Affinity Occupational Health is here to help make 2011 your organization's healthiest year yet. Be sure to pass along this valuable information to all employees. Their version of the January edition can be found at: http://conta.cc/eEcr9Q
In good health,
Director, Employer Solutions and Urgent Care
What's Happening at Affinity?
Welcome, UnitedHealthcare patients!
Exciting news! Effective January 1, United insurance holders can now access Affinity hospitals, clinics and providers, thanks to an agreement signed recently between Affinity Health System and UnitedHealthcare of Wisconsin, Inc. This is the next step in Affinity's plan to open the marketplace and give you - our community - the power to truly choose.
For more details on the recent announcement, click here
We promise to provide personalized care by listening, treating you with respect, and putting your needs and interests first. We welcome the opportunity to partner with you in your personal and occupational health care needs.
|Have a Hobby
Is holiday stress lingering on your shoulders? Or in your living room, where the tree is now crispy and the empty boxes lay stacked in a corner... you get the picture. We think December is stressful, then comes January when on top of the usual to-do list and holiday clean-up, there's the pressure of having goals for the New Year - losing 10 pounds, calling your mother more often, going on that bi-monthly date you've been talking about since your teenager was born. It's enough to tip anybody over the edge. Unless... you have an outlet. Something you LIKE to do, rather than yet another thing you HAVE to do. For some of us, we haven't explored this concept since our Scratch-n-Sniff sticker collection in third grade. Folks, the time has come. Get a hobby!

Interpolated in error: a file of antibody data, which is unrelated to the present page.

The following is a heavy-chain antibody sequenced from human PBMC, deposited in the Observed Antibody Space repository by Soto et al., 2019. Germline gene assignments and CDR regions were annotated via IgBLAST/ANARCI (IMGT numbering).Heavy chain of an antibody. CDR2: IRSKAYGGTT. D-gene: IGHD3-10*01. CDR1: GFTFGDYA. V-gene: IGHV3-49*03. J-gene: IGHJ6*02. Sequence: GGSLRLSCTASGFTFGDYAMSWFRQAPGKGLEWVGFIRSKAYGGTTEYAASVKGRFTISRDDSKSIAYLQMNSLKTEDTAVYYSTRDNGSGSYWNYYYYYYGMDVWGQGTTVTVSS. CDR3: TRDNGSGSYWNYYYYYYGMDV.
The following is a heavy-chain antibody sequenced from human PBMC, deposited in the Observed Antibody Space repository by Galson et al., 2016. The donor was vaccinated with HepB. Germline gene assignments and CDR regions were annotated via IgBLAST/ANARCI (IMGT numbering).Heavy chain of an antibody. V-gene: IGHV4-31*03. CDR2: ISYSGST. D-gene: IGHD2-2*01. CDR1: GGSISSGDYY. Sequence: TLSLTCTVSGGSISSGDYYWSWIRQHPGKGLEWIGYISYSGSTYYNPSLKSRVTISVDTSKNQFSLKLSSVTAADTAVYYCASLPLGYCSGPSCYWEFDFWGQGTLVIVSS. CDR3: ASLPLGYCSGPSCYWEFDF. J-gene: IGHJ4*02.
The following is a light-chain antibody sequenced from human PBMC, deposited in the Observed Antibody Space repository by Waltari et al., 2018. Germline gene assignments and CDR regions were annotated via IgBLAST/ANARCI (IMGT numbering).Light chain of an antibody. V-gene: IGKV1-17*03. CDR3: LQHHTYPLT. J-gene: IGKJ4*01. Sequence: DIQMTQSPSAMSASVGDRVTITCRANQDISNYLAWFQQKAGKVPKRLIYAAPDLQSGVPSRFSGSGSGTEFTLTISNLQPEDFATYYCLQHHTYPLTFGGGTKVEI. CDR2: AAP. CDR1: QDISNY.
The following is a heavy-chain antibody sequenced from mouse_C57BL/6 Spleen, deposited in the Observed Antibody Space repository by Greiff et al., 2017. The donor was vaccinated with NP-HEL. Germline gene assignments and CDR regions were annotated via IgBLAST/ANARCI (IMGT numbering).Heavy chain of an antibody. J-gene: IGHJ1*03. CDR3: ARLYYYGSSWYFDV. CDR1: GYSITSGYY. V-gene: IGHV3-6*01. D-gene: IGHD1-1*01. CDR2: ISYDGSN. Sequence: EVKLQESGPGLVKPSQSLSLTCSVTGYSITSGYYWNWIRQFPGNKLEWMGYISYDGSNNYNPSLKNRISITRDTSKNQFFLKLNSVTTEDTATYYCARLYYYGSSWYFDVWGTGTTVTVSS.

"Having a hobby is not only beneficial to our personal well-being, but it is therapeutic," says Donna Schmitz, Affinity EAP counselor. She explains that hobbies decrease stress and provide a sense of personal control that is often lost when a person is distracted by worries. "Hobbies bring out the kid in us and that feeling of playfulness that makes us feel alive!"